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Breno Panzolini
Breno Panzolini

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Why you should focus on develop your soft skills

The software development world is fascinating. When I started to write my first lines of code (back in 2010), I was fascinated with all the things that I would be able to do.

I think it's really normal to every software engineer (especially in the beginning of the career) to focus only on technologies, new frameworks, design patterns, different languages, databases and all the infinite stuff that technology gives to us.

In the beginning, the majority of us just care about to grow fast, to learn new frameworks as soon as they're released, to memorize all design patterns, to learn new languages, etc - I was at this same spot some years ago.

I believe that we must always keep evolving our hard skills. Technology evolves quickly and we, as good software engineers, must be aware of those changes and be prepared to always being learning and growing at the same pace (if not faster) that technology does. We don't need to know every new framework that is released but we should be always learning new things (people who don't learn are people who don't evolve).

However, if I could give one advice - specially for the ones that are beginning on this exciting journey is: besides the hard skills focus and put some energy developing your soft skills.

Hard skills are really important but at the same time are much easier to learn. It's kinda the natural flow of our career. We'll always have more senior engineers that can teach us, thousand of conferences, courses, videos, posts, etc.

All these available materials allied with the day-to-day experience (that is really important) are the foundation to improve our hard skills.

In the other hand, soft skills are much harder to be taught (I even risk to say that it's almost impossible). Soft skills are something that we should learn almost by ourselves, everyone has a different personality, past experiences, childhood, education background, political opinion and every aspect of our lives (professional and personal) that shape our soft skills.

Why should I care about it?

After so many years working in awesome companies with awesome people I realized that almost every projects that failed (somehow) didn't fail because the team didn't know the programming language, the database or something related to the technology itself. They failed because we're humans and it's hard to "apply" soft skills in our day-to-day (communication, collaboration, professionalism, empathy, ...).

I personally prefer by far a person that knows less (technically speaking) but has stronger soft skills than a person that knows every piece of a framework/language but doesn't know how to share this with the team, how to collaborate and how to help more junior peers to grow.

Just take a step back and look at your company, I bet that the best team is not the one with only senior engineers living each one in their own silos.

How can I start improving it?

This is the one million dollar question. However, if I could give some advices that worked and are still working for me (because improving soft skills it's a path without ending) are:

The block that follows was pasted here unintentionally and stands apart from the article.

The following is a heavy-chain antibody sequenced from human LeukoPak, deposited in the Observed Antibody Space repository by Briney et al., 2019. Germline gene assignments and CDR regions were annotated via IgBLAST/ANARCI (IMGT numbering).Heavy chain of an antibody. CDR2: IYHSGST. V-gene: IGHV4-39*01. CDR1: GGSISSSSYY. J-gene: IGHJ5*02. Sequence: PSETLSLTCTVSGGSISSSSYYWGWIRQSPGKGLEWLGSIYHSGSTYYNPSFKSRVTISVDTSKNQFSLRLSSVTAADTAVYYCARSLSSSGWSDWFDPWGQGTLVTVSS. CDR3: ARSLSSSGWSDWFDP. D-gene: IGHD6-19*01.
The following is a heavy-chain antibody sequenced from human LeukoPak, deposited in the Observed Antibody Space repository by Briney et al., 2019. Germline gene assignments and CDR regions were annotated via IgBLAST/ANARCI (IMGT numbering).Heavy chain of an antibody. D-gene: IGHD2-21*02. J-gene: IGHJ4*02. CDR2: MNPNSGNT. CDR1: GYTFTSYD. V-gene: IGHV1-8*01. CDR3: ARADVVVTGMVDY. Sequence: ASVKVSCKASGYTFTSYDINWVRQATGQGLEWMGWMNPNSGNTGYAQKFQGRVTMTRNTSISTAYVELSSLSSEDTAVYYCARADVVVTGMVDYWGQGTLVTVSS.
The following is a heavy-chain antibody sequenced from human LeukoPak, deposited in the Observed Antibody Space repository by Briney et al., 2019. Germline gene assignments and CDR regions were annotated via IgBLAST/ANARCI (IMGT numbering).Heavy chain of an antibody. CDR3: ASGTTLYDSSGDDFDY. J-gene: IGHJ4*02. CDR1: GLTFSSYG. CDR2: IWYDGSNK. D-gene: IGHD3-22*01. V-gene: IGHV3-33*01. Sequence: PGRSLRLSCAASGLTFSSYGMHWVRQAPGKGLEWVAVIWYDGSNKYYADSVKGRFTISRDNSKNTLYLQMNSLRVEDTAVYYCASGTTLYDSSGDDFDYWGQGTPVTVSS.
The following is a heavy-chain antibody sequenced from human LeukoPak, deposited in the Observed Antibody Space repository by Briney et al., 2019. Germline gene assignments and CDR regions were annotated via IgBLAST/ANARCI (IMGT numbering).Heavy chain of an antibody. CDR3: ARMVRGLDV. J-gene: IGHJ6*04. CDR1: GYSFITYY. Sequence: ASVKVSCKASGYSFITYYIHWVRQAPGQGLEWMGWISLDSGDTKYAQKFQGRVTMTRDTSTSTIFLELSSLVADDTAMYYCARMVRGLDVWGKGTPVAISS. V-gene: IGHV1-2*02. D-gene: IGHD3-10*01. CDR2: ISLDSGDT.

1. Know yourself

In my opinion, one of the best ways to start improving the soft skills is to know you better. It may sounds a little philosophical, but knowing your personality is a good starting point to know in which areas you should focus your energy to improve.

There are a lot of specialized companies that do DiSC assessment and other techniques that in the end have the purpose to know you better. If you want to try something more "informal" I'd suggest the 16Personalities (isn't a DiSC but it's cool to do the test and to know your personality).

2. Ask and give feedback

One of the best tools (and free) to improve is to ask and give feedback. I really encourage you to ask feedback to everyone, not only to your manager but also to your peers, the people who you mentor, etc.

Always try to look for good quality feedbacks (don't confuse good feedback with positive/negative feedback). Also, don't expect to only listen the positive points - if this is happening maybe you're asking to the wrong people.

After a while (and if you really care about feedback), you'll start to realize all the points where you can improve. Feedback is such an amazing tool 🙂.

I won't cover the aspects about feedbacks itself because there are a lot of good materials over the internet that may help you better than I would be able to. Some tips: be open minded, always be thankful and don't put yourself in the defensive mode (otherwise it'll be extremely hard to understand the other point of view).

3. Search for good materials

The internet is a golden mine of good materials about tips on how to understand and improve soft skills.

More than the internet there are a lot of awesome books about this subject. One of the greatest books that I've ever read (and it's a mix of programming and soft skills) is The Software Craftsman: Professionalism, Pragmatism, Pride by Sandro Mancuso.

Also, there is a really nice TED Talk about soft skills.

I could stay here suggesting tons of materials, but I'm sure that everyone is able to look for it and filter the ones that best fit your necessity at the right time.

That's it, hope you enjoyed! Let's keep evolving and building better and stronger teams (in all aspects) 🚀.

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